7 Signs Early Retirement Would Be a Mistake

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Unhappy retiree
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Millions of workers dream of retiring early. For some, this means giving up work before the traditional retirement age of 65.

Others might view early retirement as quitting prior to age 67, which is the Social Security full retirement age for most folks.

However, early retirement often sounds better in concept than it turns out to be in reality. In fact, there are certain characteristics some people share that might suggest a premature retirement would be a mistake for them.

If any of the following apply to you, view them as warning signs that should cause you to think twice before retiring early.

You’ve already started Social Security early or plan to

older man surprised interested intrigued
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When do you plan to file for Social Security benefits? For some folks, claiming early makes the most sense. Others will wring more from their benefits by claiming later.

If you file early, know that doing so means your monthly benefit will be permanently lower. Will you have enough money coming in every month to make ends meet? If you are not sure the answer is “yes,” early retirement can be a huge mistake.

And if you are in your early 60s today and both work and claim Social Security just so you can scrape by, consider that a major red flag: Needing both incomes to survive should convince you that retiring is likely impossible without a major downgrade in your lifestyle.

You have a lot of debt

Worried woman worries about retirement money
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A lot of retirees have debt. So, it is certainly possible to retire early if you are in the red.

It is also a bit foolhardy.

Financing several decades of retirement is difficult enough when you are debt-free. Adding the burden of these obligations to your budget can set you up for crushing failure.

Try to become debt-free — or close to it — before you retire. For tips on doing so, check out “8 Surefire Ways To Get Rid of Debt ASAP.”

Your retirement outlook is too rosy

Empty wallet
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We all hope retirement will be an endless string of sunny days. In reality, we will likely encounter more than a few storms along the way. Like it or not, your retirement plan might have to weather unhappy events such as:

  • A recession
  • Health woes
  • The unexpected death of a spouse
  • Soaring inflation

If your retirement plan is based on a rosy forecast where life unfolds smoothly day after day for decades, retiring early could end in financial disaster.

Your health is not great

Home health aide taking a patient's blood pressure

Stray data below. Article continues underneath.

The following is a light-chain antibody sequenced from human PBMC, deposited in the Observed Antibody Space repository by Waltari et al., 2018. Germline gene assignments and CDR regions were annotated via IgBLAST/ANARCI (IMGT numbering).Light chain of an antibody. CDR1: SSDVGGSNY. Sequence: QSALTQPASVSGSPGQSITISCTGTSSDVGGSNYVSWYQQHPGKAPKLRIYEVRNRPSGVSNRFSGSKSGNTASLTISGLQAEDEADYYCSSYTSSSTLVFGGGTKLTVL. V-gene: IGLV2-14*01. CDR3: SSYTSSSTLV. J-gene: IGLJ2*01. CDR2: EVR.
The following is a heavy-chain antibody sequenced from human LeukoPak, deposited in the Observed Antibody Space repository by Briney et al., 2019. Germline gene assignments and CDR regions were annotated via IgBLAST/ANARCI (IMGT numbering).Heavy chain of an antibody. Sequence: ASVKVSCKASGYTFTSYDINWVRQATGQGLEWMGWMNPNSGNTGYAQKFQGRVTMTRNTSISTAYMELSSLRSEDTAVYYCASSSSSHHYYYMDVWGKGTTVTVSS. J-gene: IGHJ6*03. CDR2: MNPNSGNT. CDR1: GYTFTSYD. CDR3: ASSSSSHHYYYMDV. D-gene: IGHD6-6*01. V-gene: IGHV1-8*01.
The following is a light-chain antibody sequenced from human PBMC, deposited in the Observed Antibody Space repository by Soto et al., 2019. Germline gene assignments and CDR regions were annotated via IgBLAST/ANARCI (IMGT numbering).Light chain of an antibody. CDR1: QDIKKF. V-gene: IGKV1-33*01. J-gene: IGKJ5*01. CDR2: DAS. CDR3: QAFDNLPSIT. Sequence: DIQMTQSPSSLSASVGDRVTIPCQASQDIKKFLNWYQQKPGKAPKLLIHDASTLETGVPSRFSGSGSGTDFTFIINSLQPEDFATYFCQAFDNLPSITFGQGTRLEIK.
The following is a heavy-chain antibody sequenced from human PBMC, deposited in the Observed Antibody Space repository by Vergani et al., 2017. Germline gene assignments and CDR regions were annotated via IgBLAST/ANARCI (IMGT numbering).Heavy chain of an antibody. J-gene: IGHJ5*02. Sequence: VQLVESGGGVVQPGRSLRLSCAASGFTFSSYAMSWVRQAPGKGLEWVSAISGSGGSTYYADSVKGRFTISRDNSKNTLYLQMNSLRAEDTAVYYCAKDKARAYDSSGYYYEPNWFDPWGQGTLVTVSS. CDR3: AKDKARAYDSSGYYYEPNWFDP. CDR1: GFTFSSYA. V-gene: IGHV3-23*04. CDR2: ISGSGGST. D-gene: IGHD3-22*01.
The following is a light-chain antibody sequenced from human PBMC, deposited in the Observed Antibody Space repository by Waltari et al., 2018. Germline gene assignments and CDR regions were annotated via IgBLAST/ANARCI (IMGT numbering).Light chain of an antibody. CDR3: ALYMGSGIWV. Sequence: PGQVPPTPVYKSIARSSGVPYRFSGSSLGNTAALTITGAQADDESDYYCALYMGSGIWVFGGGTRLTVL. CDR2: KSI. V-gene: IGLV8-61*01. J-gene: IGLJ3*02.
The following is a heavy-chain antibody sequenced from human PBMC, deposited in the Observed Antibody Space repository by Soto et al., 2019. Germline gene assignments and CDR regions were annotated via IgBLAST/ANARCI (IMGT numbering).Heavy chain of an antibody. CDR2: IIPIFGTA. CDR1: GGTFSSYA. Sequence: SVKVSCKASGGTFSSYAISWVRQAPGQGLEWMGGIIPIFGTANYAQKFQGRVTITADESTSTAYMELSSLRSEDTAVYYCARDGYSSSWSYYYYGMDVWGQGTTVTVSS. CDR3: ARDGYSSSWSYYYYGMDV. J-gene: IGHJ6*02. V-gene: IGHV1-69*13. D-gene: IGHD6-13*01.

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For millions of people, group health insurance is one of the biggest perks of working. If you lose this benefit and have not reached the age of 65 — when you will be eligible for Medicare — you will need to find health insurance on your own.

While you should be able to find coverage on a health insurance exchange, this can be expensive. In addition, the coverage is usually a lot less robust than what you would find in a workplace plan.

Another unhappy reality is that most of us need more health care services as we age. Out-of-pocket costs associated with such care can be high. Working a few more years — rather than retiring early — can help you build a larger nest egg that you can use to pay for medical services when you need them.

Others are financially dependent on you

Grandparents eating at a restaurant with their grandchildren
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Even if your own financial boat is shipshape and ready to sail through stormy seas, it’s possible that you will need to regularly help patch up the leaky rowboats of those you love.

It probably makes sense to push retirement into the future if your adult children are struggling with money or if you plan to financially support your grandchildren or other loved ones.

Delaying retirement is particularly sensible if you do not have a lot of cash in savings and expect to live on a fixed income.

You love your job

Happy senior worker looking confident and successful
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Some jobs are drudgery. But there are millions of other positions that bring deep satisfaction to those who work in them.

Even people who regularly complain about their jobs might still feel a sense of real accomplishment — and even joy — in going to work every day and getting something done.

If you love your job, early retirement might rob you of a source of fulfillment that will be hard to replace. That can also be true even for those who feel a mixture of liking and loathing for their work.

Your only dream is ‘not working’

Relieved businessman or worker relaxed at a laptop not worried about work
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Ah, early retirement: A chance to finally drop out of the rat race!

But then what? Do you have plan for how to spend your days? If not, you might end up feeling bored and aimless. It’s even possible you could sink into depression.

Early retirement can feel empty and lonely, especially if your spouse and friends continue to work. So, before putting your career in the rearview mirror, make sure you have a clear picture of where you want to go on the road ahead.

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